Implications: An intervention that addresses multiple CVD risk factors among high-risk Veterans may have the potential to improve morbidity and mortality. Given the national prevalence of CVD, easily disseminated interventions are needed to improve treatment of this epidemic in VA and to help identify how best to serve all Veterans.

Principal Investigator: Hayden Bosworth, PhD, HSR&D's Center for Health Services Research in Primary Care, and the Durham VA Medical Center, Durham, NC.

Zullig L, Melnyk S, Stechuchak K, et al. The Cardiovascular Intervention Improvement Telemedicine Study (CITIES): Rationale for a tailored behavioral and educational pharmacist-administered intervention for achieving cardiovascular disease risk reduction. Telemedicine Journal and e-Health. February 2014;20(2):135-143.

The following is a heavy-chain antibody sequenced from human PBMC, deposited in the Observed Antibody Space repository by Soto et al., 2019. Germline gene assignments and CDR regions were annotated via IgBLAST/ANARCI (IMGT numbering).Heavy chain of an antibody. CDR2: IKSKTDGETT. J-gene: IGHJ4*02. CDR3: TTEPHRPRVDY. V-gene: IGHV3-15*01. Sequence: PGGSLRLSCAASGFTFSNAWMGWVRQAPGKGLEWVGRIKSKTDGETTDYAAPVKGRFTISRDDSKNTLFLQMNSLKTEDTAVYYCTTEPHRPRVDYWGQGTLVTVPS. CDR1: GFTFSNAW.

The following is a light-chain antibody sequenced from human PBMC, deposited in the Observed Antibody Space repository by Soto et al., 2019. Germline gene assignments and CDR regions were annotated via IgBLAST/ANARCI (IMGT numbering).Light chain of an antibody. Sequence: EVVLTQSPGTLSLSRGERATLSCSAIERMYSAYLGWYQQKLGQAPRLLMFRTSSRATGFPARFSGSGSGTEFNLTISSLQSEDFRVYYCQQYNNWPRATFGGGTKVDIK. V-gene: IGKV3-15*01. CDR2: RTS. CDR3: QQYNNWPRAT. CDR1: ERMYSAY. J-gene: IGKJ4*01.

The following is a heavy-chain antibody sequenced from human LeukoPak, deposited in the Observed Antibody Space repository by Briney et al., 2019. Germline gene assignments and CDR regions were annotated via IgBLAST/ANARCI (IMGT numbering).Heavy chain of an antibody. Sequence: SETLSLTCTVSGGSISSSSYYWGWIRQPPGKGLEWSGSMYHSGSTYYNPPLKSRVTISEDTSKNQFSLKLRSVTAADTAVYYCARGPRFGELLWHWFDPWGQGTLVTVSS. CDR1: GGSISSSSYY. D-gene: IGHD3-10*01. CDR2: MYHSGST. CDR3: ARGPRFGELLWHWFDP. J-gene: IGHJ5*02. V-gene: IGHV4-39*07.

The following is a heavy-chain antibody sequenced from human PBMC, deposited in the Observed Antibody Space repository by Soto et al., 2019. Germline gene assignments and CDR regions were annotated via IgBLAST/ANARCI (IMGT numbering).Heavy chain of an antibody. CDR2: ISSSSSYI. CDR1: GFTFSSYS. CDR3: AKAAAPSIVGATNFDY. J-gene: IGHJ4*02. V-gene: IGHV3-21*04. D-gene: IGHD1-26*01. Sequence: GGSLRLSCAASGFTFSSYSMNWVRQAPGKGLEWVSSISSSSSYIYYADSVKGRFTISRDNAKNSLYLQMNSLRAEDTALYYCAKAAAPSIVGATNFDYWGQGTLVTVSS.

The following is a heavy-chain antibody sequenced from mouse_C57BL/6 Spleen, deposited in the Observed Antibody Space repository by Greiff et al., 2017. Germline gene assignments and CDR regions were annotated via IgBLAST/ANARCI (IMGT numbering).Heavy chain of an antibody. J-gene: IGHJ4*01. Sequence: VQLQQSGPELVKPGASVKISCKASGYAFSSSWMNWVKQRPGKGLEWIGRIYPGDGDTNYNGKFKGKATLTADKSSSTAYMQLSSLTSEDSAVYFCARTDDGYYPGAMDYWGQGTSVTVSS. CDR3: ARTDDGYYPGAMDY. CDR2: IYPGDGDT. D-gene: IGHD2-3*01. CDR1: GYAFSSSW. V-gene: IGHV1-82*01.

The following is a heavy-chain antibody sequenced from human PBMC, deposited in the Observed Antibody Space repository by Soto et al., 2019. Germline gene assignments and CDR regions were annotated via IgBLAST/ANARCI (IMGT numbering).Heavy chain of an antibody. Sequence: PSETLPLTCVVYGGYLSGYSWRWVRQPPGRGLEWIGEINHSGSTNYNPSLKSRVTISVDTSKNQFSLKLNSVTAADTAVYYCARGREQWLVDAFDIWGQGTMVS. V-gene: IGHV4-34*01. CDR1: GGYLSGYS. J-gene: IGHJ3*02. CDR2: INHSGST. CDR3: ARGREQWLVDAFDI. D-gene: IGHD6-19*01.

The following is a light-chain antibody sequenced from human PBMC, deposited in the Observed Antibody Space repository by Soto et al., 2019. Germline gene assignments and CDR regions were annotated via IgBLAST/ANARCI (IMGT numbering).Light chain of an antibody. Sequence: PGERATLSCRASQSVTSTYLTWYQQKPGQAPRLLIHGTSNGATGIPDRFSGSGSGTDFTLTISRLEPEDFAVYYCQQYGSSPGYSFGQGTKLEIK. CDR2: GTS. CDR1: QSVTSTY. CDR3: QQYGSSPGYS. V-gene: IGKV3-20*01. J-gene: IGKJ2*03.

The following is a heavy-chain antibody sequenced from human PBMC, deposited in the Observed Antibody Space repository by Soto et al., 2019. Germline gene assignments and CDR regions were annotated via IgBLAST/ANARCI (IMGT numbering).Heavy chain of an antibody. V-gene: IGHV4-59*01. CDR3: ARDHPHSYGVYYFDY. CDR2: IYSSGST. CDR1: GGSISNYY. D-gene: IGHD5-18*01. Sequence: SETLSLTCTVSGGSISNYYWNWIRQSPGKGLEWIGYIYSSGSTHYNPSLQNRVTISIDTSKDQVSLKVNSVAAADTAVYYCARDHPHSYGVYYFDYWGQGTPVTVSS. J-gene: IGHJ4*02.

1. U.S. Department of Health and Human Services, Office of Minority Health. Minority Populations.